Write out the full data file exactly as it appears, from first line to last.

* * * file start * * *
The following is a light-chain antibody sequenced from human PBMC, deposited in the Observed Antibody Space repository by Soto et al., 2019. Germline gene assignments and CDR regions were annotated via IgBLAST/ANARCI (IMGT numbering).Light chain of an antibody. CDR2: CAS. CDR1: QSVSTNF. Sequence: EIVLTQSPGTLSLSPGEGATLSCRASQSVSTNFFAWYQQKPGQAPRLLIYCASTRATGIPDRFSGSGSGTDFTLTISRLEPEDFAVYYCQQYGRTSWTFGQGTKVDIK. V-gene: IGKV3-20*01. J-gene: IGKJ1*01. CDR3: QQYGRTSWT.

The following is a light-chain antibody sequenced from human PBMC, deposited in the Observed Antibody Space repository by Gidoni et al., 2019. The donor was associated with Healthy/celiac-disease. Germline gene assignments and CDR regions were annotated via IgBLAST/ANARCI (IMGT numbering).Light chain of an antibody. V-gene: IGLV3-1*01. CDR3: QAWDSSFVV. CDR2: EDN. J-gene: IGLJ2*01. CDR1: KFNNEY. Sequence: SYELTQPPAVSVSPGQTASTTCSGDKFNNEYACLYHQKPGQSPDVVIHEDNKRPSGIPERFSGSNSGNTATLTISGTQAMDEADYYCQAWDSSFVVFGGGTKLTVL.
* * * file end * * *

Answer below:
The following is a light-chain antibody sequenced from human PBMC, deposited in the Observed Antibody Space repository by Soto et al., 2019. Germline gene assignments and CDR regions were annotated via IgBLAST/ANARCI (IMGT numbering).Light chain of an antibody. CDR2: CAS. CDR1: QSVSTNF. Sequence: EIVLTQSPGTLSLSPGEGATLSCRASQSVSTNFFAWYQQKPGQAPRLLIYCASTRATGIPDRFSGSGSGTDFTLTISRLEPEDFAVYYCQQYGRTSWTFGQGTKVDIK. V-gene: IGKV3-20*01. J-gene: IGKJ1*01. CDR3: QQYGRTSWT.

The following is a light-chain antibody sequenced from human PBMC, deposited in the Observed Antibody Space repository by Gidoni et al., 2019. The donor was associated with Healthy/celiac-disease. Germline gene assignments and CDR regions were annotated via IgBLAST/ANARCI (IMGT numbering).Light chain of an antibody. V-gene: IGLV3-1*01. CDR3: QAWDSSFVV. CDR2: EDN. J-gene: IGLJ2*01. CDR1: KFNNEY. Sequence: SYELTQPPAVSVSPGQTASTTCSGDKFNNEYACLYHQKPGQSPDVVIHEDNKRPSGIPERFSGSNSGNTATLTISGTQAMDEADYYCQAWDSSFVVFGGGTKLTVL.